Today approximately 45 high school students from Milton joined us at PNC. We split them into groups and rotated them through three experiences: walking the neighbourhood with Joanna, participating in the drop-in with me and listening to the story of a man named Steve Grant.

I was thrilled that Steve got to share what living on the streets had been like and how his life is now, living in an intentional community house. I count it such a privilege to have been a part of his journey and to call him my friend. He is a teammate to Joanna and I. Steve helped break down barriers today. Those students understand a bit better that becoming homeless can happen to anyone, that none of us are immune.

Some of the students confessed that at first they felt as though they might be intruding. Interesting that by the end of the day this feeling evaporated. I was so heartened (though not at all surprised) to hear that our community truly hosted them. PNC folks wanted to make sure that the students didn’t “leave hungry”. People who are so used to wondering where the next meal might come from showed selflessness when passing the potatoes.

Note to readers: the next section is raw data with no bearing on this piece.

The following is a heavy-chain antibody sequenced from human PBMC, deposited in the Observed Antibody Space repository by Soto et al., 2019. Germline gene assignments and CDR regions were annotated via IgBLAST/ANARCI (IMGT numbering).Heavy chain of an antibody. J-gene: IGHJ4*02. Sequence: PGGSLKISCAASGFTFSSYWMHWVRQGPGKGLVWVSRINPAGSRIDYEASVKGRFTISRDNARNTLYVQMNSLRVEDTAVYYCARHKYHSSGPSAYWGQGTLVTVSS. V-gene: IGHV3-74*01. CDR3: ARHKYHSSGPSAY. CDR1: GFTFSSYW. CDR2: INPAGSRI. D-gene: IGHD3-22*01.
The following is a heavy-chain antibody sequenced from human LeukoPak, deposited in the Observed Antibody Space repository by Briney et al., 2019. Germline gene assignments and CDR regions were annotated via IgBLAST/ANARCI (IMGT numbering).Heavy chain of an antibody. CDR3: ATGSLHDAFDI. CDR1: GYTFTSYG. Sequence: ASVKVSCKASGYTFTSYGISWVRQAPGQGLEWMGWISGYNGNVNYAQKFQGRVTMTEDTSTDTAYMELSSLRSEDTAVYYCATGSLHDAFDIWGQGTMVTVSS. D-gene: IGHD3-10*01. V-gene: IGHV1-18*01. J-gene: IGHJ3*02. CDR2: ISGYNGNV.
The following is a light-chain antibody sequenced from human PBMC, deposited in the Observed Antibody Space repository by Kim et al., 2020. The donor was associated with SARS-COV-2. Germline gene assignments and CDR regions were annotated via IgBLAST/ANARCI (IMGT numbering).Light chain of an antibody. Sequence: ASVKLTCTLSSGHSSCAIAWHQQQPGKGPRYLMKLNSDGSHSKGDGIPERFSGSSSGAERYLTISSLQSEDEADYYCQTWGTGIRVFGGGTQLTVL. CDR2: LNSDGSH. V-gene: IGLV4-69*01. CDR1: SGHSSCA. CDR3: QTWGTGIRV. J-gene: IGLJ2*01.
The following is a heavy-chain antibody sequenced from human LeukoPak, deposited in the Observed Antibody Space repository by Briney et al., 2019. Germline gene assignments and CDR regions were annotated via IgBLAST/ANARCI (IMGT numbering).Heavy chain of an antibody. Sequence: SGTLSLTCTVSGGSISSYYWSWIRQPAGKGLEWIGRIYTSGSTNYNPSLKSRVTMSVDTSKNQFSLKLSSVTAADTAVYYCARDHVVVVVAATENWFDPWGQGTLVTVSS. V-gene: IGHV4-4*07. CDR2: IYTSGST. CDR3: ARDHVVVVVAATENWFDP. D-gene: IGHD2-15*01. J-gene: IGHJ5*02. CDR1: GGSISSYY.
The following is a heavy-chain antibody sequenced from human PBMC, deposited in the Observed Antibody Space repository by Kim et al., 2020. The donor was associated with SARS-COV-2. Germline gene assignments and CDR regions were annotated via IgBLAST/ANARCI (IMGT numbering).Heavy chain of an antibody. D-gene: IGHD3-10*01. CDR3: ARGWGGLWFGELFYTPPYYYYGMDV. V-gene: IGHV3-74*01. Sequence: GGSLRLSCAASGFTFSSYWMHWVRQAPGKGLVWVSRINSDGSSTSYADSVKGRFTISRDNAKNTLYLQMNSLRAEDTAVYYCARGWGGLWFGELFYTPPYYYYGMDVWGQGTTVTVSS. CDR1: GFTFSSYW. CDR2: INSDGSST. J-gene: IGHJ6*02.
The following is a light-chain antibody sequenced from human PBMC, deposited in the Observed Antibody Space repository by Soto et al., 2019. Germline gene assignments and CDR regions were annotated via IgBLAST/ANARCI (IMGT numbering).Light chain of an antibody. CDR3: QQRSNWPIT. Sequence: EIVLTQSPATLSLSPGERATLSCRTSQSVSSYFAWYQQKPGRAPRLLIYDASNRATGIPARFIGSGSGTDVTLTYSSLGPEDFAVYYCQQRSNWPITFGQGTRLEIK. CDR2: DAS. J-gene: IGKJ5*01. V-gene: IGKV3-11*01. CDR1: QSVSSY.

I’ve written before about hoping to shift around traditional power dynamics. Today was a beautiful example of that. Today the people who some would refer to as PNC’s “guests” became the hosts.

I love it.

One thought on “Turning into Hosts

  1. Terrific learning experience for students. The PNC hosts are wonderful people. I felt totally welcomed at the February Blues Feast, a highlight of my winter.

Leave a Reply

Fill in your details below or click an icon to log in: Logo

You are commenting using your account. Log Out /  Change )

Facebook photo

You are commenting using your Facebook account. Log Out /  Change )

Connecting to %s